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Exclusive interview with Williams' Alex Wurz 01 Sep 2006

Alex Wurz (AUT) Williams FW28 Third Driver.
Formula One World Championship, Rd 5, European Grand Prix, Practice Day, Nurburgring, Germany, 5 May 2006

2006 has been a bumper year for testers. First Felipe Massa landed a race seat at Ferrari; then Pedro de la Rosa profited from Juan Pablo Montoya’s ‘disagreement’ with McLaren; and most recently Robert Kubica stepped up to replace Jacques Villeneuve at BMW Sauber. Perhaps most surprising of all, however, has been the news that long-term Friday man Alexander Wurz will return to a race drive with Williams next season, alongside Nico Rosberg. The old boxing adage says ‘they never come back’ - but Wurz might just be the exception to the rule…

Q: Five years as a Friday driver left many wondering whether you would ever return to a race seat. What took you so long?
Alexander Wurz:
People obviously think that it is so easy to get a cockpit. I can assure you it is not. There are thousands of drivers out there dreaming the F1 dream, but the reality is that only about 26 a year make it to the grid. It's a fact that more people fly into orbit than land a F1 race seat. I guess that says it all.

Q: Your switching from McLaren third driver to the same post at Williams came as quite a surprise. There must have been more on offer than a Friday drive?
AW:
When I signed the test driver contract with Williams there was a clear chance that it would eventually bring me into a regular cockpit in ‘07. And Frank (Williams) took that option. He said to me: ‘Alex keep on pushing hard in ‘06 because this can get you a cockpit in ‘07.’ Obviously I did a good job.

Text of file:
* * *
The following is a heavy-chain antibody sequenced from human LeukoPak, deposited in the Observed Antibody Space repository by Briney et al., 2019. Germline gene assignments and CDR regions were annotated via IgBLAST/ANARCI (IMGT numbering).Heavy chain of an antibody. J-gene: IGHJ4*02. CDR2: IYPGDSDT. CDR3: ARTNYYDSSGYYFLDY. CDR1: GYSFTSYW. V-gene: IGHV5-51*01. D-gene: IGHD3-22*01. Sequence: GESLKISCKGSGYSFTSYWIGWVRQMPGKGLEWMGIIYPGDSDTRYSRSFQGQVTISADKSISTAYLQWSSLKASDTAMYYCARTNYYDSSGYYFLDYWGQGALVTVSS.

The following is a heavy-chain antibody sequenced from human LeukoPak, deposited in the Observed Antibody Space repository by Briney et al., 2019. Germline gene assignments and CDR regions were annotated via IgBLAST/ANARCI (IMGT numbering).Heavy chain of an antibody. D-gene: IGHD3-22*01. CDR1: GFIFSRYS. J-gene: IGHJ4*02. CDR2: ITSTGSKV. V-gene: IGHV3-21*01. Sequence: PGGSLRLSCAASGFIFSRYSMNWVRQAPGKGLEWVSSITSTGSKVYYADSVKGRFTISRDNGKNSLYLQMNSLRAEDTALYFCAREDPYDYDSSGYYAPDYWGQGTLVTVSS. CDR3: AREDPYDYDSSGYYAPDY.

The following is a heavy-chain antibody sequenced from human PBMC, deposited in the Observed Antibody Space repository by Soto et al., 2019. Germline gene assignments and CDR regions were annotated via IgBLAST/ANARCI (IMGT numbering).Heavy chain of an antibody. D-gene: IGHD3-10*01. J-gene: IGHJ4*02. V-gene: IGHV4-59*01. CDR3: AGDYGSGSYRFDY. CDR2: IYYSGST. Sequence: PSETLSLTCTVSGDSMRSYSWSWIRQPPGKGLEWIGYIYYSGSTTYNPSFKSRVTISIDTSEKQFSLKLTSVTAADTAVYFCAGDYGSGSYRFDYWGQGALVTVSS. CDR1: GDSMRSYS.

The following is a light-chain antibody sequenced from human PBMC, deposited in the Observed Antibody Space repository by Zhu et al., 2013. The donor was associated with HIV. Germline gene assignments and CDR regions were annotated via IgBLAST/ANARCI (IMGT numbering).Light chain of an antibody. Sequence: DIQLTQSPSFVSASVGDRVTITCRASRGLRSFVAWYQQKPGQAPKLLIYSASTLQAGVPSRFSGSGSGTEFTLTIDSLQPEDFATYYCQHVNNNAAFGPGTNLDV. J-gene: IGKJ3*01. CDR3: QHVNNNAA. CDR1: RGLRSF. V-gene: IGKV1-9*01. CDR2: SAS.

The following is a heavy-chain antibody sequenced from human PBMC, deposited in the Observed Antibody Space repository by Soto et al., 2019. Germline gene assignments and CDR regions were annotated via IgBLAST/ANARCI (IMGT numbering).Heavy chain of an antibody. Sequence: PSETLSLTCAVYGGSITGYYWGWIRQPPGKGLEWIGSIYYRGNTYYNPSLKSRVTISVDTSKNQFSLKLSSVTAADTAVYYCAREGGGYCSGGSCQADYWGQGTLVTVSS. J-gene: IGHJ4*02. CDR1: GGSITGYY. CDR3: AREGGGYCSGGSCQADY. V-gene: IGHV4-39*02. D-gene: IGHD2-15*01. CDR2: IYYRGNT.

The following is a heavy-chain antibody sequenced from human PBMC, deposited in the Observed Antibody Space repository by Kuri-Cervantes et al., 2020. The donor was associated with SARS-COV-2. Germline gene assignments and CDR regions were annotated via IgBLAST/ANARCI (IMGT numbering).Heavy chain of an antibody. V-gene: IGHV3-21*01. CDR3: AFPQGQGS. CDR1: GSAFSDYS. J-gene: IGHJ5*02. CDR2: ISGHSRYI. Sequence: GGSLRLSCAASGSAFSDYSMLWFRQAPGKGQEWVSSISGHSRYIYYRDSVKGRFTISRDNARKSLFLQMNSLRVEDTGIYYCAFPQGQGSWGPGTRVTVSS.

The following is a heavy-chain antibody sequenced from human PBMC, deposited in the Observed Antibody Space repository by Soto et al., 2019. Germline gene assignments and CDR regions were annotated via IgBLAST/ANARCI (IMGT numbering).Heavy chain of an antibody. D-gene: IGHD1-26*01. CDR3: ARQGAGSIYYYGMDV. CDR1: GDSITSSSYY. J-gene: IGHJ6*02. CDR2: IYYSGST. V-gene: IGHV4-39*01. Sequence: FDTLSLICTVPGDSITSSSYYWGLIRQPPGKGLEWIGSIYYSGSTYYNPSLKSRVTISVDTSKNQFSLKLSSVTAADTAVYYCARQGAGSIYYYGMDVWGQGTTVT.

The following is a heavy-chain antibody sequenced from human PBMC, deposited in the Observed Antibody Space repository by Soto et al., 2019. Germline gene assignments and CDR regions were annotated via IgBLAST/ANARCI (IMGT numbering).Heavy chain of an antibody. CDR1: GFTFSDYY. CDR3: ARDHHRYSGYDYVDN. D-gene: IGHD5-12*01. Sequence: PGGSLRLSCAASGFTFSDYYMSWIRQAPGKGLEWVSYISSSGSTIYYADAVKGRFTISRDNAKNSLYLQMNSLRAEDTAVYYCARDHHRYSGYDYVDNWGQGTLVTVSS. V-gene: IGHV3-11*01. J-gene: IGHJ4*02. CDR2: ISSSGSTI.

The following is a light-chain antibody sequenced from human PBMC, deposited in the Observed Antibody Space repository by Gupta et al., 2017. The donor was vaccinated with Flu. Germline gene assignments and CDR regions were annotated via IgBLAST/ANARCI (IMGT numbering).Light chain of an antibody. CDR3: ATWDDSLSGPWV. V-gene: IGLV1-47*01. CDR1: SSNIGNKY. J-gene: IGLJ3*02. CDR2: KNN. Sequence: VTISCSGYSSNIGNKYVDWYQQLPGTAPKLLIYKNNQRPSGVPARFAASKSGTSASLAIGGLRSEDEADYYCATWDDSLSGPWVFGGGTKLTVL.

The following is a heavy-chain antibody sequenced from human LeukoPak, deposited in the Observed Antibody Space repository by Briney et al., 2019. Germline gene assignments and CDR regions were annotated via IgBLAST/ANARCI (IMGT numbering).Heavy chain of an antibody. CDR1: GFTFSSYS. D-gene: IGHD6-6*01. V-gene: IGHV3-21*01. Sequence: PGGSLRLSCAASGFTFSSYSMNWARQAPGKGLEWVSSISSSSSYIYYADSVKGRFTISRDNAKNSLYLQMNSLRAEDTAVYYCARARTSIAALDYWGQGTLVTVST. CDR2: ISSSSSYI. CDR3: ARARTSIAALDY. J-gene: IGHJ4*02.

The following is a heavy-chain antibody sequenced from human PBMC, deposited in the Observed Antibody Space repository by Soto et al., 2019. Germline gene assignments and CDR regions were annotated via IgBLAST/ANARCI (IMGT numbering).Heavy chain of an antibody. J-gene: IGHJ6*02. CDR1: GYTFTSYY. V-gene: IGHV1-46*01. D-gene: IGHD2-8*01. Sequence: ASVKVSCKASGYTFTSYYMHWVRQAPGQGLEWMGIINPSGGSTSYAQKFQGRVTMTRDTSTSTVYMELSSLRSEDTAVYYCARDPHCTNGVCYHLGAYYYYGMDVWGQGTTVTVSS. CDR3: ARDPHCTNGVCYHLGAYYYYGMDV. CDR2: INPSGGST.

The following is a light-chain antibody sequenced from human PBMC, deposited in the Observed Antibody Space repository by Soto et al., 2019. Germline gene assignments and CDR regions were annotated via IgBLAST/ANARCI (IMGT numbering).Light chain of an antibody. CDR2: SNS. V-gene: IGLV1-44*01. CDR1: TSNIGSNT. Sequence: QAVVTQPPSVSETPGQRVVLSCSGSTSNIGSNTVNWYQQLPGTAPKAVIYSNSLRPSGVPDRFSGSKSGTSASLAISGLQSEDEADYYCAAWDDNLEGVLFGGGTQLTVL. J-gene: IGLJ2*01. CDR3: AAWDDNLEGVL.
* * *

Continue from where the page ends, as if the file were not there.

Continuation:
Q: What was the biggest factor that turned the odds in your favour?
AW:
Probably my ability to communicate with the team engineers. It is not enough that you feel what is going on when you drive - you have to be able to express those feelings verbally to the guys in the pits. Only then will you be able to work on the settings and improve the car.

Q: After a few years largely away from the grid, what will you be expecting in your first season back?
AW:
Well, it was not that I was not racing. In fact I have been pushing one of the best F1 cars in the world against some of the very best F1 drivers on the racetrack while I was a test driver at McLaren. And this is like real racing, as you need to raise your game and keep the killer instinct that a F1 driver needs to have.

Q: What most excites you about the prospect of returning? Resuming the battles you used to have with Michael Schumacher?
AW:
Of course I am looking forward to the duels with other drivers. When I am in the car I have a certain aggression that you need to have in professional sports. I started serious sports when I was 10 and was a professional sportsman when I was 12.

Q: As we know, you love extreme sports like kite-surfing and BMX racing, in which you even have your own team. Now that you are again in the fixed driver line-up, will you have to cut back on this because of the danger of injuries?
AW:
I am not an adrenaline addict, which makes it a bit less dangerous. But of course I need to pay attention to what I do. But on the other hand, these sports sharpen my reactions and also help me mentally to focus on what is necessary. They strengthen me and help me to keep a certain mental discipline.